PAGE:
An interesting lake dwelling reconstruction museum can be found at Ohrid Lake, one of the oldest and deepest lakes of Europe, at the border between Macedonia and Albania. This area has attracted tourists for centuries. The Museum on Water is still under expansion and should count about 16 dwellings later on.
The museum (Музеј на вода „Залив на коските“) is managed by the National Institution Institute for Protection of Monuments of Culture and Museum - Ohrid. The archaeological open air museum has the nearby underwater archaeological site Plocha Michov Grad as main source, 8,500 square metres large and dating to the Bronze and Iron Age, 1200 – 700 BC. In this period, the Bryges people left to Asia Minor and founded Phrygia in Anatolia.
The Plocha Michov Grad has been excavated underwater since 1997 and meant the start for submarine archaeological research in Macedonia. 6,000 piles were discovered so far at a depth of 3-5 metres, probably a platform once stood here with about 20 houses on it. Many artefacts were discovered, mainly pottery sherds and some complete vessels, stone and flint objects, a few bronze artefacts, many fragments of animal bones some of which used as tools. At some places, the culture layer was 1.5 metres thick.
The platform on which the museum houses are built is about 15-20 metres away from the shore at a level of about 1.5 metres above water level. Two of the houses have circular form and a diameter between 3.5 – 4.5 m; three are square with base dimensions of 4, 0 - 5,0 m and three rectangular ones with dimensions 4.0 h 8.0 m. They are built on wooden supports with wattle and daub walls. The interconnection is made with ligatures, wooden forked objects and animal skin. The roof constructions made out of wooden beams and thinner branches are covered with straw or reed. The height of the houses is 3.0 to 4.5 m. The interior of the larger houses represent a prehistoric ambiance: beds of animal skin, tools and other objects similar to the original artefacts discovered in the course of the underwater archaeological investigations. The settlement is connected with the shore via a wooden bridge with a mechanism for partial lifting and lowering.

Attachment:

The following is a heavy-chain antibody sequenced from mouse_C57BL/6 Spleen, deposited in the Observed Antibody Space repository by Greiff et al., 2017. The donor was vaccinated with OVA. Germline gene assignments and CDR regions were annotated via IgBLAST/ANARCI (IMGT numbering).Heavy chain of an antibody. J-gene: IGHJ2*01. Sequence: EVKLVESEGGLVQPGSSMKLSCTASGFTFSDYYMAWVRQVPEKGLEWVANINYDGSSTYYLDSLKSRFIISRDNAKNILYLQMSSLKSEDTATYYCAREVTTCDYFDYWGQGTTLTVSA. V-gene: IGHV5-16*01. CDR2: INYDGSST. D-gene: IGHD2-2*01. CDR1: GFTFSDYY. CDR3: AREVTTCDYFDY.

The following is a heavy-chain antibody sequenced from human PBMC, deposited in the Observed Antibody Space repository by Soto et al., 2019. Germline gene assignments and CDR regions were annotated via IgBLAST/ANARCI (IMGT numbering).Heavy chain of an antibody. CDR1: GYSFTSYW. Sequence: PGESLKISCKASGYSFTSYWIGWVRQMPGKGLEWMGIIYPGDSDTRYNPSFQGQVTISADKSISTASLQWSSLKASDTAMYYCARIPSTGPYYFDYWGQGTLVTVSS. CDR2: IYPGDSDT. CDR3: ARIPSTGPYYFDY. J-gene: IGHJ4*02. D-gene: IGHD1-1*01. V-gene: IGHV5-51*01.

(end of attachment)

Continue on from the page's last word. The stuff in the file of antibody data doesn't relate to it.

On a plateau at the hill next to the lake dwelling museum, walls of a castrum (Roman military fortification) have been conserved and accentuated by partly rebuilding. The Roman site is called Gradishte and it is connected to the lake dwelling area by means of a wide path with stone slabs. The idea is to enable the visitors to “visit the times” showing the past of the region, a mix of Slavic, Roman and prehistoric elements.
A diving station for submarine archaeological research and underwater tourism exists as well. Thisis included in the main museum building on shore. The main museum building also has a little shop and coffee bar.
Picture by BobRock99